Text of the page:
What to do at St. Michael’s College School

ownersmanualBy Dr David Laing Dawson

And for those not in Ontario, St Michael’s in Toronto is presently involved in police investigations where charges have been laid against students for bullying, assault and other charges pertaining to numerous incidents seen in videos spread on social media.St Michael’s is an all boys private Catholic secondary school

First we insist all schools be co-ed. We ban girls-only and boys-only schools. Then we stop overestimating the maturity and judgement of teenagers, especially when we find them in clusters, groups and herds.

The adolescent years are important. It is a time for these nascent humans to discover, navigate, as pioneers, the complexity of a sane, competitive yet compassionate society of human beings. They are discovering and forging boundaries, social contracts, the necessities of cohesion, cooperation. They are, at the best of times, overcoming fears and prejudices, and finding ways to satisfy their needs and desires while remaining kind and civil, building a unique sense of self while maintaining membership.

For this they need to be sitting in classrooms and walking the hallways with a full range of other human adolescents. Girls and boys of different sizes, shapes, abilities, and origins.

Putting all the boys in one school, and the girls in another, is a gross distortion of socialization during a very important developmental phase.

I could go on about this in abstract terms alluding to brain development, frontal lobe development, managing sexuality, gender identification, self awareness, expanding consciousness, and the need for all of this to happen within a good prototype, a good facsimile of the real world. But two small examples might paint the picture more vividly.

At the end of each Junior High School year my school held a convocation, an assembly, with the auditorium filled with students and parents. Besides speeches and singing, awards were presented. The three top students of each year had to go on stage to be presented a certificate. For three years I had to walk on stage and share these honours with a white girl and a Chinese girl. I remember fearing being teased by boys, my friends and buddies with their “manly” values, but I never was.

A generation later I have a photograph of a Student Council Meeting at M.M Robinson High. My daughter, Erin, is chairing that meeting. The members are sitting around the table. They appear to be listening intently as Erin points something out to them. They are all boys.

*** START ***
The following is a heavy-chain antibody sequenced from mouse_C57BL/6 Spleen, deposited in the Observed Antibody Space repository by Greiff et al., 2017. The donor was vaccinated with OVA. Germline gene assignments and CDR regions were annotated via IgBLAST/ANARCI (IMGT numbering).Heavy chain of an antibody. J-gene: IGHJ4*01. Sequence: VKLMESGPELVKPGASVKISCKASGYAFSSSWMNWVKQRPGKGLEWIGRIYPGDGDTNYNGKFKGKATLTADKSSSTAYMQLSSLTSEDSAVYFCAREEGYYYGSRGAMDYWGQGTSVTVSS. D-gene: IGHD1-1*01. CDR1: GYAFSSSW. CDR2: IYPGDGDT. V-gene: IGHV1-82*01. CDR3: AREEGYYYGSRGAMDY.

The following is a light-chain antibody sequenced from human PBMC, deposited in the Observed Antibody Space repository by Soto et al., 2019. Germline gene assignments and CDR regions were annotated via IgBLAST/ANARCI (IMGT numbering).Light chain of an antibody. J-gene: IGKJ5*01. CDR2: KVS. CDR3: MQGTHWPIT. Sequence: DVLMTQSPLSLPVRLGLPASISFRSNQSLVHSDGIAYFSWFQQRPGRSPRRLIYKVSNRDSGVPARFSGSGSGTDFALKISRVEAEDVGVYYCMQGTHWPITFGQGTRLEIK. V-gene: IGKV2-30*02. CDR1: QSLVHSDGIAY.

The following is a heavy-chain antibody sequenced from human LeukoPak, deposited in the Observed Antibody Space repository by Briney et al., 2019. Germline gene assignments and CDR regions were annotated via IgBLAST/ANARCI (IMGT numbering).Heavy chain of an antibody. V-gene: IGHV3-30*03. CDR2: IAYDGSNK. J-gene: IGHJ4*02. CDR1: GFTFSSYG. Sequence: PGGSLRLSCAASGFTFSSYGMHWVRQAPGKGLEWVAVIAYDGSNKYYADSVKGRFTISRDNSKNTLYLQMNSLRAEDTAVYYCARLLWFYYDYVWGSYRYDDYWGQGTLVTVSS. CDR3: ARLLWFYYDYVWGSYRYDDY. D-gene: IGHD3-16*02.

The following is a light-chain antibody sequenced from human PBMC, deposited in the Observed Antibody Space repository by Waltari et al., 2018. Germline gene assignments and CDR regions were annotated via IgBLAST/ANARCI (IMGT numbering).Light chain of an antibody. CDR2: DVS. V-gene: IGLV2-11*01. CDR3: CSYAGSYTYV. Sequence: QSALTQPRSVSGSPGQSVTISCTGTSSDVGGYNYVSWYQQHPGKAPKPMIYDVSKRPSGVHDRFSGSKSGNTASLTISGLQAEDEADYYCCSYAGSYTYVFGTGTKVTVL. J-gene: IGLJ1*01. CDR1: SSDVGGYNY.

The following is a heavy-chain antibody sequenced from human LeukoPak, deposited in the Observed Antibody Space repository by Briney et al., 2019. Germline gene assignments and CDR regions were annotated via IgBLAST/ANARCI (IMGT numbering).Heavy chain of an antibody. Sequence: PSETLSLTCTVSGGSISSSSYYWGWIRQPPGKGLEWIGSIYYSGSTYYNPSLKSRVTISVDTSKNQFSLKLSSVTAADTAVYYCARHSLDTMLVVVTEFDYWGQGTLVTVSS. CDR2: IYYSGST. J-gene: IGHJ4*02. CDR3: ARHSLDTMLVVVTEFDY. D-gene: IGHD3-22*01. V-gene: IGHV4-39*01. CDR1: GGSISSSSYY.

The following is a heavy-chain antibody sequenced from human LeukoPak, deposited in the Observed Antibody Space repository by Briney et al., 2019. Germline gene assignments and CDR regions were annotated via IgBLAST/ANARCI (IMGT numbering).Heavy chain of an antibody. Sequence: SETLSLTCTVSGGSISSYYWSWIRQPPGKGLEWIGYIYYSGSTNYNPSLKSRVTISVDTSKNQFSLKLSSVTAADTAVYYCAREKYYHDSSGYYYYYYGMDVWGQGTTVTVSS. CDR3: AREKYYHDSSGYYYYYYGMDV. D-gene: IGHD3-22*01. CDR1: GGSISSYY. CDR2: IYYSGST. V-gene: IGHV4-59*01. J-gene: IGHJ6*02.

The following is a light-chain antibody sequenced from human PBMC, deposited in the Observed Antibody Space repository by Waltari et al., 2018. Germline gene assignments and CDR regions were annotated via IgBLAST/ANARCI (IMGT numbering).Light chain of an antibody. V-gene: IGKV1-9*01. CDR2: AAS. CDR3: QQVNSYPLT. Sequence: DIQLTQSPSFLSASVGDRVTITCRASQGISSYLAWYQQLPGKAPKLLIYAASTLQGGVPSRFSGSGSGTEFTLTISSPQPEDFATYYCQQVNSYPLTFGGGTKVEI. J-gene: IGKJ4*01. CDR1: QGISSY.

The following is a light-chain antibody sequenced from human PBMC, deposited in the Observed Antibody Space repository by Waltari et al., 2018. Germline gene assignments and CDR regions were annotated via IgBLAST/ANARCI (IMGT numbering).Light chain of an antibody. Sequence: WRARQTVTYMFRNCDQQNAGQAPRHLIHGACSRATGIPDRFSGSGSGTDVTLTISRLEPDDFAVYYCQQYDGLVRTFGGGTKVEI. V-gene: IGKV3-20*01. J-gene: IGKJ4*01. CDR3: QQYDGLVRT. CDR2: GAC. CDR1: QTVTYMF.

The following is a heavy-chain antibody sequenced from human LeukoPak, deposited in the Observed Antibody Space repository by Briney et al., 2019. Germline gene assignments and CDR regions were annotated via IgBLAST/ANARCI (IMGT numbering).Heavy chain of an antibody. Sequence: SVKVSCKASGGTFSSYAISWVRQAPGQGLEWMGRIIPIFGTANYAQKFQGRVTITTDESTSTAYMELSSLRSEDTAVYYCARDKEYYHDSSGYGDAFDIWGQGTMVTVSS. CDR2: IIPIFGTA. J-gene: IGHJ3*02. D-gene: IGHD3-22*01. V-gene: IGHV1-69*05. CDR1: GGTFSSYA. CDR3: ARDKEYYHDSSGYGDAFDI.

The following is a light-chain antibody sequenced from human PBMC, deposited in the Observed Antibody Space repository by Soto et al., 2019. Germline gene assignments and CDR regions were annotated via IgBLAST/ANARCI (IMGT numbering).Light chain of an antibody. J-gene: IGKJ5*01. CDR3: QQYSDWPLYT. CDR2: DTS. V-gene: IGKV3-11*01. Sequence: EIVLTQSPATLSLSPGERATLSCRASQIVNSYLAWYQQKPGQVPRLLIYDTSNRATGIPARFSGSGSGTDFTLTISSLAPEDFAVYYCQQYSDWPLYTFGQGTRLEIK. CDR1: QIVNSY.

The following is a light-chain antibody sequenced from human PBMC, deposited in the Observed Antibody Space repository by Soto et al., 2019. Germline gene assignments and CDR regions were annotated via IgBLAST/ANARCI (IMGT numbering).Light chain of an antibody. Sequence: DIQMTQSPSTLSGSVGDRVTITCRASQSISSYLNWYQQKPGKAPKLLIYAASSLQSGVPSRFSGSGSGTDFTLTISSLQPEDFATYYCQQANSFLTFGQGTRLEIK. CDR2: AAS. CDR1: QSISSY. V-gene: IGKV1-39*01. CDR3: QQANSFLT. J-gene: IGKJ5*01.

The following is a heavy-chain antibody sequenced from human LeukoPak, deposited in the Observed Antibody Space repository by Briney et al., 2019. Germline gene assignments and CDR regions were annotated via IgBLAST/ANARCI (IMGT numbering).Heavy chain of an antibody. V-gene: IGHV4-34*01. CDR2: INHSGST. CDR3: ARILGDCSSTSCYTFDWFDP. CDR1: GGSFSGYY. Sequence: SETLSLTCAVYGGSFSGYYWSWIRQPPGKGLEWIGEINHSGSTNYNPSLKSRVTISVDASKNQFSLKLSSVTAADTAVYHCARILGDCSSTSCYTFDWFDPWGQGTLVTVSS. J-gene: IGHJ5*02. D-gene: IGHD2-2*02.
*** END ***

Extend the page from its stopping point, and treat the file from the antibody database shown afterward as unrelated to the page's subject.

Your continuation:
Contrast this with the current cover of The New Yorker. It depicts a room full of suited, older white men, all white, conferring with one another, and a door opening with a colourful array of women about to enter.

It is not at all hard to imagine, at an all boys school, with a tradition of manly muscular Christianity, how a gang culture develops with an emphasis on hierarchy, loyalty, dominance, and submission, with the infliction of pain confused with mirth, and the expression of sexuality becoming mixed with both.

We have a long way to go figuring out how to supervise our teens at home and at school now that their years of dependency stretch into their 20’s, unskilled but good jobs diminish, and these teens can now communicate with one another 24/7, and spend much of their time staring at screens, but closing the all boys and all girls schools would be one step in the right direction.

For more about raising adolescents, check out The Adolescent Owner’s Manual

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2 thoughts on “What to do at St. Michael’s College School

  1. Hazing has been a problem at co-ed universities as well, and so is bullying at co-ed public schools I don’t believe desegregation is the answer to that. For a short time I attended St. Joseph’s College (girls high school) in North Bay. There was a close relationship with the local boys’ school, Scollard Hall. Some were day students, and others lived in residence. If I have any criticism of Catholic institutions and their culture, it is there is too great an emphasis on obedience to authority. Otherwise the atmosphere was international, fraternal, and large minded. Violence is not part of the culture, and I believe these incidents at St. Michael’s are an anomaly, not the norm. Like bullying in public schools, such behaviour must be discussed, and clearly rejected. A culture of kindness and team spirit must be cultivated. Despite some negative influences of our larger society, schools and parents will persevere in the effort. “Let there be peace on earth, and let it begin with me.”

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